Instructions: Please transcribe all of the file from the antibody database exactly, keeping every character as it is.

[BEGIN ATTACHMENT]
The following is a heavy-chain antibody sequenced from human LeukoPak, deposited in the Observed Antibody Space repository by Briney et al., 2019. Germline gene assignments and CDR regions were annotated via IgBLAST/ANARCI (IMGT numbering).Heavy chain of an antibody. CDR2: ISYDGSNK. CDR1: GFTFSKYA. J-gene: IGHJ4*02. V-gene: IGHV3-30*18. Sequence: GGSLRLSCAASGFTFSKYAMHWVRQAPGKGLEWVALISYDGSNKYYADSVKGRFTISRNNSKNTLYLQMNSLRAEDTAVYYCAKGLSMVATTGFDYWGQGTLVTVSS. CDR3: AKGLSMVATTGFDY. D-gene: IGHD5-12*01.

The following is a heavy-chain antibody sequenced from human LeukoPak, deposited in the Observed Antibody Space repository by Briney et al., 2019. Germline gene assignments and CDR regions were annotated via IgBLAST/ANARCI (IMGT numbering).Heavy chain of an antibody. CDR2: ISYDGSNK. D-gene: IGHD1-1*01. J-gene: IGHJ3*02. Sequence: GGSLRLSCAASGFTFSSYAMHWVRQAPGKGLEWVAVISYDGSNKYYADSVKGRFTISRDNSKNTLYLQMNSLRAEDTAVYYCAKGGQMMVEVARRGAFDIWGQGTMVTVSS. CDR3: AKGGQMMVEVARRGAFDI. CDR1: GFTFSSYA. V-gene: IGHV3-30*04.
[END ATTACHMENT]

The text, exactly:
The following is a heavy-chain antibody sequenced from human LeukoPak, deposited in the Observed Antibody Space repository by Briney et al., 2019. Germline gene assignments and CDR regions were annotated via IgBLAST/ANARCI (IMGT numbering).Heavy chain of an antibody. CDR2: ISYDGSNK. CDR1: GFTFSKYA. J-gene: IGHJ4*02. V-gene: IGHV3-30*18. Sequence: GGSLRLSCAASGFTFSKYAMHWVRQAPGKGLEWVALISYDGSNKYYADSVKGRFTISRNNSKNTLYLQMNSLRAEDTAVYYCAKGLSMVATTGFDYWGQGTLVTVSS. CDR3: AKGLSMVATTGFDY. D-gene: IGHD5-12*01.

The following is a heavy-chain antibody sequenced from human LeukoPak, deposited in the Observed Antibody Space repository by Briney et al., 2019. Germline gene assignments and CDR regions were annotated via IgBLAST/ANARCI (IMGT numbering).Heavy chain of an antibody. CDR2: ISYDGSNK. D-gene: IGHD1-1*01. J-gene: IGHJ3*02. Sequence: GGSLRLSCAASGFTFSSYAMHWVRQAPGKGLEWVAVISYDGSNKYYADSVKGRFTISRDNSKNTLYLQMNSLRAEDTAVYYCAKGGQMMVEVARRGAFDIWGQGTMVTVSS. CDR3: AKGGQMMVEVARRGAFDI. CDR1: GFTFSSYA. V-gene: IGHV3-30*04.